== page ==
Building the Bears Roster from the Top Down and Other Points of View


“‘We looked at the draft and we do every year in our planning process,’ Emery said. ‘We come up with our own mocks. We do that based on our own research, talking to colleagues, listening, being a good scout, keeping our ear low to the ground, eyes open, ears open, not saying a whole lot, finding out where players are going to fall, putting that together. So in the conclusion, looking at that and versus the average numbers of players at their positions, historically I would say that this is a good draft for wideouts, I would say that this is a good draft for defensive ends and defensive tackles. I’d say it’s a good draft for projecting offensive tackles to guards. There’s a good number of offensive tackles that you can project inside.’”

As noted by Biggs above, Phil Emery went out of his way to mention that he believes that there are a number of tackles that project to be NFL guards in the draft.  So even though the Bears currently have a glut at guard, they may not be done adding to the roster at this position.  Pompei mentions that this could signal a position shift for Chris Williams from guard to tackle.

‘‘If they reach their potential, this could be a good class,’’ [former Bears player personnel director Tim] Ruskell said. ‘‘But that’s a big if.’’

 “Guys can get flagged for certain things,” he said. “We’ll go through a process where we might … we call them tilts and flips. We’ll tilt a player on the board, we’ll turn his card going south a little bit if they’re in that risk area. Usually we move those players to the right of the column. The players that are clean are to the left. We’ll flip them all the way over if the risk is too high, if their medical grade puts them in a situation where we feel the risk is too high, meaning we would not pick them. If they’re tilted, we’re going to have a lot of discussion before we would move forward with that player.”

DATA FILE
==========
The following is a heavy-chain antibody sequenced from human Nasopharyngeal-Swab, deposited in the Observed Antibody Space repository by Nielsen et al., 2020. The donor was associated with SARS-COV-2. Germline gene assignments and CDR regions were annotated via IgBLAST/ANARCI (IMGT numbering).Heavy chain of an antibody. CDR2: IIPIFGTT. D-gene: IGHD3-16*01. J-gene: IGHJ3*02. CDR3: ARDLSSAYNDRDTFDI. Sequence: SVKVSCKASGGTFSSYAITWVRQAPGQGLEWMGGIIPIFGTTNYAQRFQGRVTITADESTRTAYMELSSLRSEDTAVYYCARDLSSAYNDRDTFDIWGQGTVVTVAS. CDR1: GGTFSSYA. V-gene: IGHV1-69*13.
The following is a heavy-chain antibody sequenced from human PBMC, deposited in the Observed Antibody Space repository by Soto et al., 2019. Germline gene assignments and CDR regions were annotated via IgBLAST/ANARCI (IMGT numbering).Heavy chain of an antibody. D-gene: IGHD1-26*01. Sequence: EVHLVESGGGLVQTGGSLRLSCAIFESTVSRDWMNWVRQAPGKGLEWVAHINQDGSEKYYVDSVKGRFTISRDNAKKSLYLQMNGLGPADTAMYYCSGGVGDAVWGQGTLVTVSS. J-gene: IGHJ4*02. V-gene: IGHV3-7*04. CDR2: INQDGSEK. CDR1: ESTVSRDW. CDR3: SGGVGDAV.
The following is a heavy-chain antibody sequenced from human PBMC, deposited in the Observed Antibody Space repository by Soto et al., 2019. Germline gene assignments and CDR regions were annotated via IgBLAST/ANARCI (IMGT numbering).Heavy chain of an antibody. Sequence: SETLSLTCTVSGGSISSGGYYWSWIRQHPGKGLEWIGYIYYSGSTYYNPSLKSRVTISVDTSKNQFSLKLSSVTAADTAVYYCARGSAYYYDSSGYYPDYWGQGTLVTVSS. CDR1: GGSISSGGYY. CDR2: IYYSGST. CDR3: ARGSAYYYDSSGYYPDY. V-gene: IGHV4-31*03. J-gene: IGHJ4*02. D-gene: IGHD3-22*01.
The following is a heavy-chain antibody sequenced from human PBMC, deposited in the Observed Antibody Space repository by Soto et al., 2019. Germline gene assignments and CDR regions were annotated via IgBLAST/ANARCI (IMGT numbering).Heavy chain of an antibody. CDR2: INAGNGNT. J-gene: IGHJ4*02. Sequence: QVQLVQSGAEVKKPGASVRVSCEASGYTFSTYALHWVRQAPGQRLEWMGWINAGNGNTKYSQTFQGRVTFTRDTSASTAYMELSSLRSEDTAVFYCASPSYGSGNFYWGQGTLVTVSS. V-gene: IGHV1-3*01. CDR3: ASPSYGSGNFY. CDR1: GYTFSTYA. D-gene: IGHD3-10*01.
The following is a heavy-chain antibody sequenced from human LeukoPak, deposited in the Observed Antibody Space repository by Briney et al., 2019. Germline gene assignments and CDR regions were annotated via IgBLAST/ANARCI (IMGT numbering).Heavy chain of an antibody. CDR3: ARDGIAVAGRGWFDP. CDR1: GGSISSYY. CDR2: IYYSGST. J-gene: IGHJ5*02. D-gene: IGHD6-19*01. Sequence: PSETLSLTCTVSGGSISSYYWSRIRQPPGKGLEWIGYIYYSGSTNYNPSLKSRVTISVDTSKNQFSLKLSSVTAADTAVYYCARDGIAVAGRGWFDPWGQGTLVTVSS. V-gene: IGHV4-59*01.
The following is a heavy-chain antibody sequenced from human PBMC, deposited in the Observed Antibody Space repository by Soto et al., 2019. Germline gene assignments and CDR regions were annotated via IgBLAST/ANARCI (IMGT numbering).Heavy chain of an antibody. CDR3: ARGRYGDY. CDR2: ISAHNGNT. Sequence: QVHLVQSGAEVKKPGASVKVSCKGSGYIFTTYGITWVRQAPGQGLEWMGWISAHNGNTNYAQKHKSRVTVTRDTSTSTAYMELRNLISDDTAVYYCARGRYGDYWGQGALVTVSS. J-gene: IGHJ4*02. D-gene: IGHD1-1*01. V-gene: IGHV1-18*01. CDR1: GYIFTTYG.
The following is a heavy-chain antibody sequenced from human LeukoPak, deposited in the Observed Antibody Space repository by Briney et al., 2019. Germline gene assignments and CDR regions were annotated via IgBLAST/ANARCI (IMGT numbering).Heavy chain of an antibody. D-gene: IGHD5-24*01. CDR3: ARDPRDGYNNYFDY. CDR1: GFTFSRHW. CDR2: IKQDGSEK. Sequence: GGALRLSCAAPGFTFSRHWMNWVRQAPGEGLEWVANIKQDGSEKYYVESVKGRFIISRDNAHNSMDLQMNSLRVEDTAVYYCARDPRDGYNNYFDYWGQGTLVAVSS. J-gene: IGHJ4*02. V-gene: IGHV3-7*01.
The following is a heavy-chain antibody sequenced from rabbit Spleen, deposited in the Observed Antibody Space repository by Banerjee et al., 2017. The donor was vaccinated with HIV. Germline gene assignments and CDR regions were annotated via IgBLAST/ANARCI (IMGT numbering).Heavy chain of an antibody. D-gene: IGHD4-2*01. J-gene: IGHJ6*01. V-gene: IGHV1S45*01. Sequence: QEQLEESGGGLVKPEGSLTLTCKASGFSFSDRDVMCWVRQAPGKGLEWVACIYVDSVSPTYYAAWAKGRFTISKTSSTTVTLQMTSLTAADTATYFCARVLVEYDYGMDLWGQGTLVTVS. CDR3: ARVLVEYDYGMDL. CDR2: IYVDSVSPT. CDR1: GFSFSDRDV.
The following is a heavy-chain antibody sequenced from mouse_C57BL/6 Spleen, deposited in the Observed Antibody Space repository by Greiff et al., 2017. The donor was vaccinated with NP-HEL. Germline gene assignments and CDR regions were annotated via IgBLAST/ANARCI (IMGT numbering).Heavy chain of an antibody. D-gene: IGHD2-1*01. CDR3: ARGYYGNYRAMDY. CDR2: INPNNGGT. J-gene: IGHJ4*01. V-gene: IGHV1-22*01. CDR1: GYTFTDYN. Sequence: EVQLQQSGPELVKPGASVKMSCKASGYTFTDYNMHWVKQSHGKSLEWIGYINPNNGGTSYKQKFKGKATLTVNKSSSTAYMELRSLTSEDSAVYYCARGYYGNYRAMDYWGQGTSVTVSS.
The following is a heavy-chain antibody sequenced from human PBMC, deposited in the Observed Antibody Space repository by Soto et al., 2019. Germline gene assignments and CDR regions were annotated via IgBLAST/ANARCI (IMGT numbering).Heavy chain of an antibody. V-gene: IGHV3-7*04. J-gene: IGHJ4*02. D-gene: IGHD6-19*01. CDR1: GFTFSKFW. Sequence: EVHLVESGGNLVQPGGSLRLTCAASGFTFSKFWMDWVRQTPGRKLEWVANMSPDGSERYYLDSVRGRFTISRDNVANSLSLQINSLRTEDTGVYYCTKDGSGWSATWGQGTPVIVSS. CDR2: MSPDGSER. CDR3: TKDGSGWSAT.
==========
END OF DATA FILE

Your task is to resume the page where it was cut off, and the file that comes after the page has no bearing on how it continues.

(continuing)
“You understand why the Bears made some moves in their front office when you break down how badly they’ve drafted. They get some leeway due to the trade that landed them Jay Cutler, but if you ignore the pickup of Matt Forte and selection of Henry Melton, then what do you have? Their late round picking is especially disappointing, with their five seventh round selections in 2008 (none of whom who ever saw the field on offense or defense) highlighting this. Phil Emery won’t have to do much to offer improvement on what came before him.”


  • Rich Exner and Bill Lubinger at the Cleveland Plain Dealer list teams in order of the number of All-Pros they have drafted over the last ten years.  Surprisingly the Bears are middle of the pack.
  • The NFL is trying to treat JaMarcus Russell as if he never existed.  Via Mike Florio at
  • Pro Football Weekly has posted a unique draft value board that’s worth taking a look at.  Its based upon what NFL sources have been telling them about the players.  There are some surprises, especially in the offensive line category where highly touted tackles Jonathan Martin and Mike Adams are rated much lower than most people I’ve seen have them.
  • Dan Wiederer at the Minneapolis Star-Tribune talks to NFL agent Blake Baratz about the draft from his perspective.